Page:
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author:("zannis, Peter")
1.  Pharmacokinetic and pharmacodynamic study of two doses of bortezomib in patients with relapsed multiple myeloma 
Purpose
Characterize bortezomib pharmacokinetics/pharmacodynamics in relapsed myeloma patients after single and repeat intravenous administration at two doses.
Methods
Forty-two patients were randomized to receive bortezomib 1.0 or 1.3 mg/m2, days 1, 4, 8, 11, for up to eight 21-day treatment cycles (n = 21, each dose group). Serial blood samples for pharmacokinetic/pharmacodynamic analysis were taken on days 1 and 11, cycles 1 and 3. Observational efficacy and safety data were collected.
Results
Twelve patients in each dose group were evaluable for pharmacokinetics/pharmacodynamics. Plasma clearance decreased with repeat dosing (102–112 L/h for first dose; 15–32 L/h following repeat dosing), with associated increases in systemic exposure and terminal half-life. Systemic exposures of bortezomib were similar between dose groups considering the relatively narrow dose range and the observed pharmacokinetic variability, although there was no readily apparent deviation from dose-proportionality. Blood 20S proteasome inhibition profiles were similar between groups with mean maximum inhibition ranging from 70 to 84% and decreasing toward baseline over the dosing interval. Response rate (all 42 patients) was 50%, including 7% complete responses. The safety profile was consistent with the predictable and manageable profile previously established; data suggested milder toxicity in the 1.0 mg/m2 group.
Conclusions
Bortezomib pharmacokinetics change with repeat dose administration, characterized by a reduction in plasma clearance and associated increase in systemic exposure. Bortezomib is pharmacodynamically active and tolerable at 1.0 and 1.3 mg/m2 doses, with recovery toward baseline blood proteasome activity over the dosing interval following repeat dose administration, supporting the current clinical dosing regimen.
doi:10.1007/s00280-010-1283-3
PMCID: PMC3951913  PMID: 20306195
Pharmacodynamics; Pharmacokinetics; Bortezomib; Multiple myeloma; Proteasome inhibition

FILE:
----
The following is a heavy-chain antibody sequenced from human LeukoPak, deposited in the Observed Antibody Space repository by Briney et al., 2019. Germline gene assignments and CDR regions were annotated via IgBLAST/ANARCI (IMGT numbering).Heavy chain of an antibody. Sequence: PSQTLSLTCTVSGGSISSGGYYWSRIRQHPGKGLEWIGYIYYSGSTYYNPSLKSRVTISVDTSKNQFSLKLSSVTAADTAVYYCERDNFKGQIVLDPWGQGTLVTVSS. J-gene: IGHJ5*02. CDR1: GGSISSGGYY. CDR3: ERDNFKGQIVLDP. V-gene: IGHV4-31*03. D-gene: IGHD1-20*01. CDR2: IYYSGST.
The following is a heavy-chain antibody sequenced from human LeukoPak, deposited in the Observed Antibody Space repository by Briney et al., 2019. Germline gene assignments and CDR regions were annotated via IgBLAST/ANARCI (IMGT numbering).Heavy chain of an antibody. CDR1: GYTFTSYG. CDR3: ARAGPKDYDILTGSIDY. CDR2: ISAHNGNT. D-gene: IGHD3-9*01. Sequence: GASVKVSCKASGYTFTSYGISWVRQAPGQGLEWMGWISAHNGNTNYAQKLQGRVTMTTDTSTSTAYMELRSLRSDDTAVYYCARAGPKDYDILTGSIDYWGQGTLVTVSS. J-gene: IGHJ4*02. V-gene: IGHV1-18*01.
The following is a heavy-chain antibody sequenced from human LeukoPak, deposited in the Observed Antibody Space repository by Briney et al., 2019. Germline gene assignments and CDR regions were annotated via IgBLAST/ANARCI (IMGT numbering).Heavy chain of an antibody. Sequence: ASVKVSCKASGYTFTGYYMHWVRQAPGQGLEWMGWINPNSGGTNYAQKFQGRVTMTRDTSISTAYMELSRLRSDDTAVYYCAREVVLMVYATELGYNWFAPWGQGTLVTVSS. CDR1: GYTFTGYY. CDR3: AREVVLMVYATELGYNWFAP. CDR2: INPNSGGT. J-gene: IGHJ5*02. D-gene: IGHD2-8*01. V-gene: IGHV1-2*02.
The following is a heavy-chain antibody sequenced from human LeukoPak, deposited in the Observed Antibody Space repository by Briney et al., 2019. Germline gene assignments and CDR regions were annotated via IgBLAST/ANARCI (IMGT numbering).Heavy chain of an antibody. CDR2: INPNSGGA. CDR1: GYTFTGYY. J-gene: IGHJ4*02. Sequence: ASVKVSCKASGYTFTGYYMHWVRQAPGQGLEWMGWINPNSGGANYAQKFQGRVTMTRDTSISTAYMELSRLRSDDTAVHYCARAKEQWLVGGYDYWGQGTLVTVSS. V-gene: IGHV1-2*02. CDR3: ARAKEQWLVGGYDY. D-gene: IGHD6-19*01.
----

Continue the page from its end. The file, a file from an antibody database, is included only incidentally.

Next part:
2.  A Phase I Trial and Pharmacokinetic Study of a 24-hour Infusion of Trabectedin (Yondelis®, ET-743) in Children and Adolescents with Relapsed or Refractory Solid Tumors 
Pediatric blood & cancer  2012;59(5):865-869.
Background
The objectives of this phase I study were to determine the maximum tolerated dose (MTD), toxicity profile and pharmacokinetics of a 24-hour continuous intravenous infusion of trabectedin administered to children and adolescents with refractory or relapsed solid tumors.
Procedure
Patients between the ages of 4 and 16 years old with refractory solid tumors received trabectedin as a 24-hour infusion every 21 days. Dexamethasone and prophylactic growth factor support were administered with each cycle. Pharmacokinetic studies were conducted during cycle 1.
Results
Patients (n=12) median (range) age 14.5 (8–16) years received trabectedin at 1.1 (n=3), 1.5 (n=6) or 1.7 (n=3) mg/m2. At the 1.5 mg/m2 dose level, one patient had dose limiting anorexia and fatigue. At 1.7 mg/m2, 2 patients experienced dose limiting toxicity, dehydration and gamma-glutamyl transpeptidase (GGT) elevation. Non-dose limiting toxicities included elevated serum transaminases, myelosuppression, nausea, emesis and fatigue. Plasma pharmacokinetic parameters were similar to historical data in adults. One partial response (PR) was observed in a patient with neuroendocrine carcinoma. Stable disease (SD) (≥6 cycles) was achieved in 3 patients (osteosarcoma n=2, desmoplastic small round cell tumor n=1).